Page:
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Handrearing Zoo Mammals


Successful nutrition of handreared mammals requires 1) selecting a formula that will support adequate growth and not cause GI upset; 2) offering it at proper intervals, in proper amounts, and in the proper way to ensure acceptance and prevent overfeeding, underfeeding, or aspiration into the lungs; and 3) keeping all feeding utensils clean and disinfected. If success is judged in terms of survival and not in comparison with maternal-raised growth and health, most precocial species maintained in captive collections have been handreared successfully. Handrearing more altricial species (eg, marsupials, rodents, rabbits) is generally less successful unless the young have been dam-raised to a more advanced stage.

Whenever possible, data on milk composition and handrearing case histories should be consulted before attempting to bottle-raise a species for the first time. Extensive books with general information on handrearing birds and handrearing wild and domestic mammals are available. However, most milk composition data are not available for most species, and some of the published data are of dubious value. Lactose content of milk varies widely between different species (see Table 2: Exotic and Zoo Animals:Nutrient Requirements for Handrearing Selected Zoo MammalsTables).

Table 2

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Animals (eg, pinnipeds, rabbits) that normally consume milk low in lactose generally produce little lactase and often develop severe GI problems and diarrhea when fed a high-lactose milk, eg, bovine. Similarly, adding sucrose to milk formulas is often contraindicated, because many neonates produce little sucrase. Many species have been raised using diluted evaporated milk or commercial calf, lamb, foal, or doe milk replacers (eg, most ungulates), commercial dog milk replacer (eg, canids, procyonids, bears, bats, edentates, mustelids, rabbits, rodents), commercial cat milk replacer (eg, felids), human infant formulas in general (eg, most primates), and soy-based human infant formulas in particular (eg, rabbits, some marsupials). In some cases, these basic formulas can be modified to better suit the needs of a particular species by adding ingredients such as egg yolk, butterfat, cream, and casein. Supplementation with vitamin and mineral products may be warranted. Some companies offer a range of products with different amounts of protein and fat, so the desired amount of protein or fat can be provided in the formula.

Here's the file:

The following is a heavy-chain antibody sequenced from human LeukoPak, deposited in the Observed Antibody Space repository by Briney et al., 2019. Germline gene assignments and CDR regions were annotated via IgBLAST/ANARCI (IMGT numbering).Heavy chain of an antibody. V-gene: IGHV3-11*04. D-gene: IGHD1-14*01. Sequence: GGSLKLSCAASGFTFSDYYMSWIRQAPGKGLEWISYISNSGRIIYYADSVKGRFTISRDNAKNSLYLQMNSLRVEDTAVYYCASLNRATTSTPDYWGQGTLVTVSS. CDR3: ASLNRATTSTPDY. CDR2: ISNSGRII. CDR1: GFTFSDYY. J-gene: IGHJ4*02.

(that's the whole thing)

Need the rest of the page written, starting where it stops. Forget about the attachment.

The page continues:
It is preferred that some species (eg, ungulates, marsupials, mink) receive colostrum within 12–48 hr of birth to acquire immunoglobulins necessary for survival. Including some colostrum in the diet of ungulates for up to 2–3 wk after birth may provide additional local gut protection. Colostrum from domestic cows has proved satisfactory for many exotic ruminants and can be stored frozen. When colostrum is fed, the best way to do so is to offer it from the dam or from a similar species from the same stable. Studies suggest that conspecific serum, collected aseptically, can be given PO or SC as a substitute for colostrum.

Frequency of feeding and the amount fed depends on natural nursing behavior, formula composition, and the desired rate of gain as well as practical labor restrictions. The stomach capacity of most species can be estimated at 50 mL/kg. Overfilling the stomach leads to GI upset, decreased transit time, and diarrhea. Daily intake, as a rule, should not exceed 20% body wt/day and should be divided into frequent feedings that do not exceed 35–40 mL/kg. In general, most newborns should be fed every 2–4 hr, and daily metabolizable energy intake (kcal) should be ~210 × body wt (kg)0.75. Appetite, condition of feces, and general health should be monitored closely. Pulmonary aspiration is the main problem during bottle feeding. Body weights should be recorded at frequent intervals. Smaller, more altricial species often must be fed by stomach tube.

Also see Care of Orphaned Native Birds and Mammals.

Last full review/revision May 2015 by Joeke Nijboer, PhD

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